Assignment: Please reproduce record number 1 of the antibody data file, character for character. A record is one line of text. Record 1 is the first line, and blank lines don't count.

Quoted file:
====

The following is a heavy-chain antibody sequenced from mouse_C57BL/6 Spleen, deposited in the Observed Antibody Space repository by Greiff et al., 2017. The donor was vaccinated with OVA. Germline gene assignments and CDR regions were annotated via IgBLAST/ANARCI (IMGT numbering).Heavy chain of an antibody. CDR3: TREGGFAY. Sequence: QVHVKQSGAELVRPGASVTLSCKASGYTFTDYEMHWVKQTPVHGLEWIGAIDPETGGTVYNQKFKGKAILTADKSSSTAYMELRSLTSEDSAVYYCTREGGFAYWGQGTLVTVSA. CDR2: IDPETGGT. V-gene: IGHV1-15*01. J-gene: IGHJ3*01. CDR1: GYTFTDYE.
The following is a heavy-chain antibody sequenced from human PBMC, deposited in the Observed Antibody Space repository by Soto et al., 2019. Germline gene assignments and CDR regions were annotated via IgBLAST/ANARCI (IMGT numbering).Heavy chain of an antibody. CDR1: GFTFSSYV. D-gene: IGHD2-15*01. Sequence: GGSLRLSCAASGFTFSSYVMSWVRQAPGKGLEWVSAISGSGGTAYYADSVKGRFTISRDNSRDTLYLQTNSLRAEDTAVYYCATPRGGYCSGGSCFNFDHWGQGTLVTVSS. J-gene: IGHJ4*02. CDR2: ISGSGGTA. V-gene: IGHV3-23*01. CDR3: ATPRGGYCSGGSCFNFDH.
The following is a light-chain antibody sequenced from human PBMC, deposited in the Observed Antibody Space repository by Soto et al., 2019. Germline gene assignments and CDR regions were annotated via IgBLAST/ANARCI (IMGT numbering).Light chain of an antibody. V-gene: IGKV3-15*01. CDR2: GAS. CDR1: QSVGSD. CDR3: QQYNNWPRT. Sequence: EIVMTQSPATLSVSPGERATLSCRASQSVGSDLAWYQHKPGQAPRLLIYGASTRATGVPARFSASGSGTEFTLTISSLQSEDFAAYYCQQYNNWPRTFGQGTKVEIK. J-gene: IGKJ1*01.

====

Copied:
The following is a heavy-chain antibody sequenced from mouse_C57BL/6 Spleen, deposited in the Observed Antibody Space repository by Greiff et al., 2017. The donor was vaccinated with OVA. Germline gene assignments and CDR regions were annotated via IgBLAST/ANARCI (IMGT numbering).Heavy chain of an antibody. CDR3: TREGGFAY. Sequence: QVHVKQSGAELVRPGASVTLSCKASGYTFTDYEMHWVKQTPVHGLEWIGAIDPETGGTVYNQKFKGKAILTADKSSSTAYMELRSLTSEDSAVYYCTREGGFAYWGQGTLVTVSA. CDR2: IDPETGGT. V-gene: IGHV1-15*01. J-gene: IGHJ3*01. CDR1: GYTFTDYE.